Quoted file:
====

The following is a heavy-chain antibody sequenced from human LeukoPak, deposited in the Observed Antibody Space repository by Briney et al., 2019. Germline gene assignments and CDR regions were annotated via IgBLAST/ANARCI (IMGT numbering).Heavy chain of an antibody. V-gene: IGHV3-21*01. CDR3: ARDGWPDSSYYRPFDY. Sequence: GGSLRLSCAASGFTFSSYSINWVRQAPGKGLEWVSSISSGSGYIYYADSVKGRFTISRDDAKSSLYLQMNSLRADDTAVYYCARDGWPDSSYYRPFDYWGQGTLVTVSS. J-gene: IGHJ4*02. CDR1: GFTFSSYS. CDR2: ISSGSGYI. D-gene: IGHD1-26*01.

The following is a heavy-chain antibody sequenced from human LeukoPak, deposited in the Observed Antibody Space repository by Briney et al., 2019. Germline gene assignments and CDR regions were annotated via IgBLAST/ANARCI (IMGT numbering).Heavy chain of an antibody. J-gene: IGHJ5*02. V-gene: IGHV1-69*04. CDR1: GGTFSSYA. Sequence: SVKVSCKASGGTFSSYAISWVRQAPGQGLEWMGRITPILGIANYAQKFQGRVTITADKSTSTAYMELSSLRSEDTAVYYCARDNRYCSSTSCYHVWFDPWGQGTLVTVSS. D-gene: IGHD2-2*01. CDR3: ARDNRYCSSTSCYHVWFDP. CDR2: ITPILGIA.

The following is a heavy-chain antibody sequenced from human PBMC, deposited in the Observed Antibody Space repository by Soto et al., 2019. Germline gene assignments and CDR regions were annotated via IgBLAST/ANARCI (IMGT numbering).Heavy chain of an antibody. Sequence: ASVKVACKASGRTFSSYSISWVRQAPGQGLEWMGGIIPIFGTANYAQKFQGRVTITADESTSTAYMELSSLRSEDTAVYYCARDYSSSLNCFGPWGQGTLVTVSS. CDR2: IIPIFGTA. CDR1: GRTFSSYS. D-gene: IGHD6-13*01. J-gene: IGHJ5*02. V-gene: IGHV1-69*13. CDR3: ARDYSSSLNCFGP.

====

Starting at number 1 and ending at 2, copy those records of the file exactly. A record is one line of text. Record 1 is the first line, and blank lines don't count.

The following is a heavy-chain antibody sequenced from human LeukoPak, deposited in the Observed Antibody Space repository by Briney et al., 2019. Germline gene assignments and CDR regions were annotated via IgBLAST/ANARCI (IMGT numbering).Heavy chain of an antibody. V-gene: IGHV3-21*01. CDR3: ARDGWPDSSYYRPFDY. Sequence: GGSLRLSCAASGFTFSSYSINWVRQAPGKGLEWVSSISSGSGYIYYADSVKGRFTISRDDAKSSLYLQMNSLRADDTAVYYCARDGWPDSSYYRPFDYWGQGTLVTVSS. J-gene: IGHJ4*02. CDR1: GFTFSSYS. CDR2: ISSGSGYI. D-gene: IGHD1-26*01.

The following is a heavy-chain antibody sequenced from human LeukoPak, deposited in the Observed Antibody Space repository by Briney et al., 2019. Germline gene assignments and CDR regions were annotated via IgBLAST/ANARCI (IMGT numbering).Heavy chain of an antibody. J-gene: IGHJ5*02. V-gene: IGHV1-69*04. CDR1: GGTFSSYA. Sequence: SVKVSCKASGGTFSSYAISWVRQAPGQGLEWMGRITPILGIANYAQKFQGRVTITADKSTSTAYMELSSLRSEDTAVYYCARDNRYCSSTSCYHVWFDPWGQGTLVTVSS. D-gene: IGHD2-2*01. CDR3: ARDNRYCSSTSCYHVWFDP. CDR2: ITPILGIA.